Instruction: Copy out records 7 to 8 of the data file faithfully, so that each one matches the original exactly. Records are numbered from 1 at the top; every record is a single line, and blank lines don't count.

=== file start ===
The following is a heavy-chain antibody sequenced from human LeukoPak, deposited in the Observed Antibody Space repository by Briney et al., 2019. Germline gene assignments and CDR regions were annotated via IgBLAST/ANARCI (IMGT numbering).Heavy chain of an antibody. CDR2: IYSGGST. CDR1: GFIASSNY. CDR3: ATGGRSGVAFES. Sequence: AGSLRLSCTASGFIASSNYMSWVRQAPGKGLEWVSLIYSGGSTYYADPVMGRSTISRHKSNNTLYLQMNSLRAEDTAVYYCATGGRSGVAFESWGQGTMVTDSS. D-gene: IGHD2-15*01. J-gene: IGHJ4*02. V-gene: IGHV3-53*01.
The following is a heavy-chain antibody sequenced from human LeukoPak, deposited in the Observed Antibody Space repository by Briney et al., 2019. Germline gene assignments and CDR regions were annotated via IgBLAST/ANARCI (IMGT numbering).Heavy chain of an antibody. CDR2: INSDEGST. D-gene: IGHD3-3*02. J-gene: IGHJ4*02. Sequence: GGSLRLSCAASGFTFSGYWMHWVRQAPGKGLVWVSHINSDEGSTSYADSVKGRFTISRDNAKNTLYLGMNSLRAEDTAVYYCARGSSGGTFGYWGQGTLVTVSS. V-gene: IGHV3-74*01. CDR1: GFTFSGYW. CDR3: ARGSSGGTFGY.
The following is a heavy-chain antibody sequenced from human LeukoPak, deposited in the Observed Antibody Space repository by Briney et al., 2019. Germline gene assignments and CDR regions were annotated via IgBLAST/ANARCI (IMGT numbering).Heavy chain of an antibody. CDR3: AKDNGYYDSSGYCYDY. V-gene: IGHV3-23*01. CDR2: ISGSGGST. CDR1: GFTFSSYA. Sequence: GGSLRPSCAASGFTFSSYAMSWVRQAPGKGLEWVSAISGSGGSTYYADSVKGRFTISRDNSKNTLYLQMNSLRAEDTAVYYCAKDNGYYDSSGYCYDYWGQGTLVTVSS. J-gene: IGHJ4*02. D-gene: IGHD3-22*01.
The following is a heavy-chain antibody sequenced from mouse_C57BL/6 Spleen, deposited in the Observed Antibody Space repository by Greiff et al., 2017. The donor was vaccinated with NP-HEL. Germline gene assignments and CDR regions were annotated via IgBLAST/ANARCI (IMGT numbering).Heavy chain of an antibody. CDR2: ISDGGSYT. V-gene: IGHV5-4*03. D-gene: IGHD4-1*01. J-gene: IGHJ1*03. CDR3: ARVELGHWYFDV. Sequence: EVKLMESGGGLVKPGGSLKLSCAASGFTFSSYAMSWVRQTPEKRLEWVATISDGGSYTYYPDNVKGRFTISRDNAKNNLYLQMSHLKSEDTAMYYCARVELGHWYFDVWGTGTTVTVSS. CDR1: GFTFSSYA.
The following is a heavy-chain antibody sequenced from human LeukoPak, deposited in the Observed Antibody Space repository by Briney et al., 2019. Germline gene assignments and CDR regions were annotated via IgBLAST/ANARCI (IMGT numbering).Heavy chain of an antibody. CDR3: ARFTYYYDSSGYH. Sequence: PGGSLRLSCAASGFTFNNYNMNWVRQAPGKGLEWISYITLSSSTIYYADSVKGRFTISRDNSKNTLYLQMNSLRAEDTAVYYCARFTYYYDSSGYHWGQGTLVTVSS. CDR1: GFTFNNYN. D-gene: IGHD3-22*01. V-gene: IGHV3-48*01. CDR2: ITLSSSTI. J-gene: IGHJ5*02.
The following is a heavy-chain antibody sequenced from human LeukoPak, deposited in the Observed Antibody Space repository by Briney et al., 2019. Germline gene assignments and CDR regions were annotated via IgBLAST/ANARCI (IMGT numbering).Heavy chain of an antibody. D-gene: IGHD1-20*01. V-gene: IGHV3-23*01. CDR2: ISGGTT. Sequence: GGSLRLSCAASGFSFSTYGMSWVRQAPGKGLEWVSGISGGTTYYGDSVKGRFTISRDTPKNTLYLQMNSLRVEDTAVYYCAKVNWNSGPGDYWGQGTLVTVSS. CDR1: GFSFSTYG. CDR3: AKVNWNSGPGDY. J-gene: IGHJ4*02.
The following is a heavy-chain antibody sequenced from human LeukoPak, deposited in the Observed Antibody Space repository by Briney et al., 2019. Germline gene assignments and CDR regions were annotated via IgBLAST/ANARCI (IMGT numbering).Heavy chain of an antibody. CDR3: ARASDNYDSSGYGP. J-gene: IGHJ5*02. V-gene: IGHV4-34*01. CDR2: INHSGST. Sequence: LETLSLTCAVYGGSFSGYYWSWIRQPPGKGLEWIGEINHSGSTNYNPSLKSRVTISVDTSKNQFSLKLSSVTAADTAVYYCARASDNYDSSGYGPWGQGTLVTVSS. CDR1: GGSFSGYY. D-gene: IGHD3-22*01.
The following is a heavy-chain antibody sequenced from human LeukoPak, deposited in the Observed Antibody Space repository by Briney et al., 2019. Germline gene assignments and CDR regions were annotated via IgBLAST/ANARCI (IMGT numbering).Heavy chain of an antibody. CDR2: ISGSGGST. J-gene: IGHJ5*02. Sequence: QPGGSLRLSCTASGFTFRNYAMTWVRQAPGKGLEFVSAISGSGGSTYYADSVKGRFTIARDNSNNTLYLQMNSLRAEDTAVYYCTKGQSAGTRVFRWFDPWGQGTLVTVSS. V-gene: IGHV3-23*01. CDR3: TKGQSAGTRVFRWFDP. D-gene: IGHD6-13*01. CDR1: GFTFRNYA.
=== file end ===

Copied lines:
The following is a heavy-chain antibody sequenced from human LeukoPak, deposited in the Observed Antibody Space repository by Briney et al., 2019. Germline gene assignments and CDR regions were annotated via IgBLAST/ANARCI (IMGT numbering).Heavy chain of an antibody. CDR3: ARASDNYDSSGYGP. J-gene: IGHJ5*02. V-gene: IGHV4-34*01. CDR2: INHSGST. Sequence: LETLSLTCAVYGGSFSGYYWSWIRQPPGKGLEWIGEINHSGSTNYNPSLKSRVTISVDTSKNQFSLKLSSVTAADTAVYYCARASDNYDSSGYGPWGQGTLVTVSS. CDR1: GGSFSGYY. D-gene: IGHD3-22*01.
The following is a heavy-chain antibody sequenced from human LeukoPak, deposited in the Observed Antibody Space repository by Briney et al., 2019. Germline gene assignments and CDR regions were annotated via IgBLAST/ANARCI (IMGT numbering).Heavy chain of an antibody. CDR2: ISGSGGST. J-gene: IGHJ5*02. Sequence: QPGGSLRLSCTASGFTFRNYAMTWVRQAPGKGLEFVSAISGSGGSTYYADSVKGRFTIARDNSNNTLYLQMNSLRAEDTAVYYCTKGQSAGTRVFRWFDPWGQGTLVTVSS. V-gene: IGHV3-23*01. CDR3: TKGQSAGTRVFRWFDP. D-gene: IGHD6-13*01. CDR1: GFTFRNYA.